That being said, I will also say that at times some of the controversial aspects of the subject matter come across a little like heavy-handed propaganda. For instance, the author questions whether objections to cloning are based on ethics or superstition. I'm also going to open up a huge can of worms here -- evolution. Now, I'm not a scientist. As an individual, I have come to believe in God and that there is much Truth revealed in the Bible. If I can go off on a tangent here, I think some of the quandaries in reconciling science to the Bible are based on misinterpretations and mistranslations. For example, the "Seven Days" of Creation presents a problem to a lot of thinking people. However, the Hebrew word translated day in Genesis 1 can also be translated age.
I recognize as a parent that it takes a huge leap of faith to believe in the super-natural and it's not Science's job to teach that. However, the book summarizes where life came from in this way

5 billion years ago (the earth) was no more than a river of dust and rocky
fragments circling...its sun. Over enough time, even dust clotting together can
gain enough mass to create a gravity chain reaction...The transmutation of base
elements and compounds jump-started by a supply of energy into self-perpetuating
It just all happened by itslef at random? I'm sorry -- I just don't buy it. To me, it takes more of a leap of faith to believe that! I guess the point I'm making is that while it isn't Science's job to teach faith -- it wouldn't hurt them to respect it.

"The clash of ideas is the sound of freedom." -Lady Bird Johnson

Monday, December 29, 2008

Mini-Marvels: Rock, Paper, Scissors

What if Charles Schulz of Peanuts fame had drawn for Marvel Comics? Well, if he had, it might have looked something like the comics in this book -- Mini Marvels: Rock, Paper, Scissors. When I present on comics in education, I'm often ask which titles are best for younger viewers. This is one I'd heartily recommend for any age. We bought it to put in my two-year old's Christmas stocking this year. He's fascinated by the characters and sits still for the longest time listening to someone reading it to him. The neat thing about the book is that it provides a lot of chuckles to the older kids in the house and even their dad! It's very clever, with a lot of inside jokes for the diehard Marvel fan.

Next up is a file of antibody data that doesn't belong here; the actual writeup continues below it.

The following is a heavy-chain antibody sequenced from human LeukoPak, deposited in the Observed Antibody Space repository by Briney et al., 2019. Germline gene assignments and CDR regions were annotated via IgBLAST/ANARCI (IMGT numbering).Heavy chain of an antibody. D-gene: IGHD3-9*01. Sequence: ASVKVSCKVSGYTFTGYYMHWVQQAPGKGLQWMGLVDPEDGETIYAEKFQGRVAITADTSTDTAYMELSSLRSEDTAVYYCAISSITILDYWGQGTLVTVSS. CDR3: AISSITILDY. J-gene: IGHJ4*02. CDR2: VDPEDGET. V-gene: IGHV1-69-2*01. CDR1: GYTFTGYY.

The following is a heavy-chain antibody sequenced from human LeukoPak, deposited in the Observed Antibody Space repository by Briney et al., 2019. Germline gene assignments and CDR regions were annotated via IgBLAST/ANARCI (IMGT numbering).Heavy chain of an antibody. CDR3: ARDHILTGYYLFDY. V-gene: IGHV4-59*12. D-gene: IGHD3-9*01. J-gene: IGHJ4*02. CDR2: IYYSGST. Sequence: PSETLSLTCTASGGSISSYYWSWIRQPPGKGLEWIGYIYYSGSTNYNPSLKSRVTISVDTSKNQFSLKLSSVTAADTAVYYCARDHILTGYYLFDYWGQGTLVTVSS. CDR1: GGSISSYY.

As I understand it, Marvel was on the fence as to whether they should publish this or not. They were surprised when it sold out in under a month. It's now getting a second printing and they'll also be putting out some other Mini Marvel digests. I hope that they get the message that there is a market for comics that are fun and humorous and inviting to kids and publish more stuff like it.

The artist is Chris Giarusso. Check out his website -- there's a lot of really great stuff there.

Tuesday, December 16, 2008

The Fog Mound

I have a new favorite author/illustrator team -- the creators of Fog Mound. Susan Schade and Jon Buller have created this fantastic new series of books that many are calling a graphic novel "hybrid". The story is presented in half comic strip, half chapter book format. The books in the series so far are